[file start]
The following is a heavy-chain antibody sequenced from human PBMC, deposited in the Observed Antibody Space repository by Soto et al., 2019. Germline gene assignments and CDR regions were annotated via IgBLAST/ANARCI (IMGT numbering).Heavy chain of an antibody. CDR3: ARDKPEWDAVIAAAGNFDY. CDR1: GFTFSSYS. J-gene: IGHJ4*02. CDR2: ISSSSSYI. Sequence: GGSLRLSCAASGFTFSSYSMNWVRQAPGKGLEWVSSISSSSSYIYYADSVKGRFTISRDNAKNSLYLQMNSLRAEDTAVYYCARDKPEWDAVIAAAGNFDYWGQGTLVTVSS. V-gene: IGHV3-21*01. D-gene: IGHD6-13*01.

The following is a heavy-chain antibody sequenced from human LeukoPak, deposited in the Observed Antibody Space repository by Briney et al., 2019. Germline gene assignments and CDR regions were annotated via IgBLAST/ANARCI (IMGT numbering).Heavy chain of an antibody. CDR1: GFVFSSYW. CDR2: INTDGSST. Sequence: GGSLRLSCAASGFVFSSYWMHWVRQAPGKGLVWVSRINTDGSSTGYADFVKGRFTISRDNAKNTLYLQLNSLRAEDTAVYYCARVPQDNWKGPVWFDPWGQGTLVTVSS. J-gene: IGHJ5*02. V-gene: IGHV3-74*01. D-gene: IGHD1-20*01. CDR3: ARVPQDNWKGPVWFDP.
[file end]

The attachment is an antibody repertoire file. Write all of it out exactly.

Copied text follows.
The following is a heavy-chain antibody sequenced from human PBMC, deposited in the Observed Antibody Space repository by Soto et al., 2019. Germline gene assignments and CDR regions were annotated via IgBLAST/ANARCI (IMGT numbering).Heavy chain of an antibody. CDR3: ARDKPEWDAVIAAAGNFDY. CDR1: GFTFSSYS. J-gene: IGHJ4*02. CDR2: ISSSSSYI. Sequence: GGSLRLSCAASGFTFSSYSMNWVRQAPGKGLEWVSSISSSSSYIYYADSVKGRFTISRDNAKNSLYLQMNSLRAEDTAVYYCARDKPEWDAVIAAAGNFDYWGQGTLVTVSS. V-gene: IGHV3-21*01. D-gene: IGHD6-13*01.

The following is a heavy-chain antibody sequenced from human LeukoPak, deposited in the Observed Antibody Space repository by Briney et al., 2019. Germline gene assignments and CDR regions were annotated via IgBLAST/ANARCI (IMGT numbering).Heavy chain of an antibody. CDR1: GFVFSSYW. CDR2: INTDGSST. Sequence: GGSLRLSCAASGFVFSSYWMHWVRQAPGKGLVWVSRINTDGSSTGYADFVKGRFTISRDNAKNTLYLQLNSLRAEDTAVYYCARVPQDNWKGPVWFDPWGQGTLVTVSS. J-gene: IGHJ5*02. V-gene: IGHV3-74*01. D-gene: IGHD1-20*01. CDR3: ARVPQDNWKGPVWFDP.